South Texas county officials ask Gov. Abbott to declare war, while the DOJ probes his border operation to see if it’s committing civil rights violations. (Courtesy of Steve Hillebrand, U.S. Fish and Wildlife Service)
When your problem child gets caught doing something horrible – punching another student in the face, or, say, illegally imprisoning people in violation of the Eighth Amendment – what do you do? Ground him? Give him a stern talking-to? Pat him on the back and hand him daddy’s credit card and some ammunition?
Today Gov. Greg Abbott handled the news that his Operation Lone Star border program was under federal investigation for civil rights violations like any well-intentioned, deeply concerned father of a psycho would: he poured another $30 million of our tax dollars into it, then tested how warmongering he could get without the federal government’s support. He stopped short of actually declaring war on migrants, as some conservatives have been begging him to do in recent days, but he still finds himself on shaky legal ground as he uses an executive order to send the Texas National Guard to the border to return people to the border, though deportation is a federal responsibility.
Operation Lone Star has been a grossly expensive nightmare and the Texas Tribune has been all over it. In March, an investigation by the Tribune, ProPublica, and the Marshall Project found that Abbott and the Texas Department of Public Safety had repeatedly lied about the $3 billion program’s success disrupting drug smuggling networks. The state’s brags about thousands of arrests were based on messy data that included arrests for crimes that had nothing to do with border or drug seizure efforts – like cockfighting.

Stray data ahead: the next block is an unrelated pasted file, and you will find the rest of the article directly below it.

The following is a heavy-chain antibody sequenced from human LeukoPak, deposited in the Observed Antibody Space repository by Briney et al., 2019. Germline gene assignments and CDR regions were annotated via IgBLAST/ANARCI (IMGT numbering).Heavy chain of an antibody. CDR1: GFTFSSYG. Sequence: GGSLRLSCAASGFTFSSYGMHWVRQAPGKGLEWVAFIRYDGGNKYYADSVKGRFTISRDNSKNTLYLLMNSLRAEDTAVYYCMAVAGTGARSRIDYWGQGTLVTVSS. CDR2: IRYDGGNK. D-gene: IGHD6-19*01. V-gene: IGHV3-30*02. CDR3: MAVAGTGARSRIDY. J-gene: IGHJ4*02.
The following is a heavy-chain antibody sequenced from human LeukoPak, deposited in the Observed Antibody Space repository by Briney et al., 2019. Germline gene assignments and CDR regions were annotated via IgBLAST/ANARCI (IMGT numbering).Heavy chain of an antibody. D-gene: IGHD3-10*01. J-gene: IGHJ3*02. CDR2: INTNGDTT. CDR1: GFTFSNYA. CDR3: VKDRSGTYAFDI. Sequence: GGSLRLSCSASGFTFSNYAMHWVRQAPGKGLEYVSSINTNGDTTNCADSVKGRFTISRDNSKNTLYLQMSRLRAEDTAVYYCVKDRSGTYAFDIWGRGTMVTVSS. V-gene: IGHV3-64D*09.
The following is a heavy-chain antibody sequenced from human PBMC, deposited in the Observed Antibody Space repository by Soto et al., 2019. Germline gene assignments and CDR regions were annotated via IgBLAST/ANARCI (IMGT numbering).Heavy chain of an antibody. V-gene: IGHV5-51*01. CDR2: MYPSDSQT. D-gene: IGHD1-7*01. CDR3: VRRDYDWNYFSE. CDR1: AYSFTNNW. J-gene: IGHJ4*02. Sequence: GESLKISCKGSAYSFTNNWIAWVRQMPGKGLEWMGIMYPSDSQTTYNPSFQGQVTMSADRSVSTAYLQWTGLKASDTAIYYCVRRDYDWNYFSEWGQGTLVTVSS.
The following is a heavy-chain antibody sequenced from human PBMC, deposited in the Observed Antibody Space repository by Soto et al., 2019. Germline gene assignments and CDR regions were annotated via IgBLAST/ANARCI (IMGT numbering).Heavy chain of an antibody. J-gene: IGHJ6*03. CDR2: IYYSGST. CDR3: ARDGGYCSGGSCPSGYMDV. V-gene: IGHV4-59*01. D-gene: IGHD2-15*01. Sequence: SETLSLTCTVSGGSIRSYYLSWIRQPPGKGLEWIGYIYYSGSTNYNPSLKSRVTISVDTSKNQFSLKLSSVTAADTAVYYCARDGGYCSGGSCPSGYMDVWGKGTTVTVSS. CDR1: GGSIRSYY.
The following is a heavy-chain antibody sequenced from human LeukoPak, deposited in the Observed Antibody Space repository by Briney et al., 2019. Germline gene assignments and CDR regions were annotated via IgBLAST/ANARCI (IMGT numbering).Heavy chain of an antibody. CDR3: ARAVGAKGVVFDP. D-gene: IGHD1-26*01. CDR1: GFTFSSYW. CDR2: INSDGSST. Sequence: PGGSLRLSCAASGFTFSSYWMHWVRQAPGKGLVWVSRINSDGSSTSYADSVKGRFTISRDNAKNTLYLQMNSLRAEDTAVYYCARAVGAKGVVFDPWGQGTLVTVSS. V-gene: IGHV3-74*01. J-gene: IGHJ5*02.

But the latest development is an even bigger bombshell: the U.S. Department of Justice has quietly launched an investigation of Operation Lone Star for civil rights violations, according to emails obtained by the Tribune and ProPublica. The emails made this fact crystal clear with sentences like, “If you are not already aware, the Civil Rights Division of the DOJ is investigating Operation Lone Star,” sent by Kaylyn Betts, a DPS assistant general counsel.
A DOJ spokesperson declined to answer questions from the Tribune about the investigation or the nature of the rights violations, but it’s not hard to guess what the probe is looking at. Lawmakers and civil rights and immigrant groups have repeatedly called for investigations because immigrants have been illegally detained or kept in jail too long due to egregious delays.
As the Tribune broke the news of the federal investigation, though, Abbott was undoubtedly already mulling over the pleading of county officials in South Texas who want him to declare an invasion (of immigrants). This move would be a literal declaration of war that some conservatives hope would allow the Texas National Guard, which Abbott has already sent to “secure” the border, to deport people all on its own. It seems Abbott’s answer is to do something close to that anyway, without the invasion declaration, and just see what happens.
The monstrous declaration of war idea has been in circulation at least since February of this year, when Arizona Attorney General (and U.S. Senate candidate) Mark Brnovich called on Gov. Doug Ducey to use his war powers on migrants. The next month, state Rep. Matt Krause, R-Fort Worth, asked A.G. Ken Paxton to issue a legal opinion on such a declaration, asking whether the federal government had failed “to uphold its obligations to protect our state from invasion … and whether Texas has the sovereign power to defend itself from such invasion.” (Krause briefly challenged Paxton in his primary before switching to the Tarrant County DA race and losing in that primary instead.)
This Tuesday, just a week after the news that more than 50 migrants died in the heat of a semi-truck in Texas, a new letter from south Texas officials once again brought the invasion-declaration idea to Abbott’s attention. The governor’s office responded that “all strategies remain on the table.” The DOJ investigation news broke Wednesday, and so here we arrive, Thursday, with Abbott’s decision to pull $30 million from his own office’s criminal justice programs budget – to invest in his shady border op. The new load of cash would provide grants to cities and counties to combat crime “related to” border crossings, which so far has amounted to little more than charges of criminal trespass. Then, of course, he sent in the troops. Whether the new funding and soldiers will result in more illegal detainments and trumped-up arrest stats, perhaps the DOJ will reveal in time.
* Editor’s note Thursday 7-7 4:47 pm: This story has been updated with news of Abbott’s move to send state law enforcement to the border.
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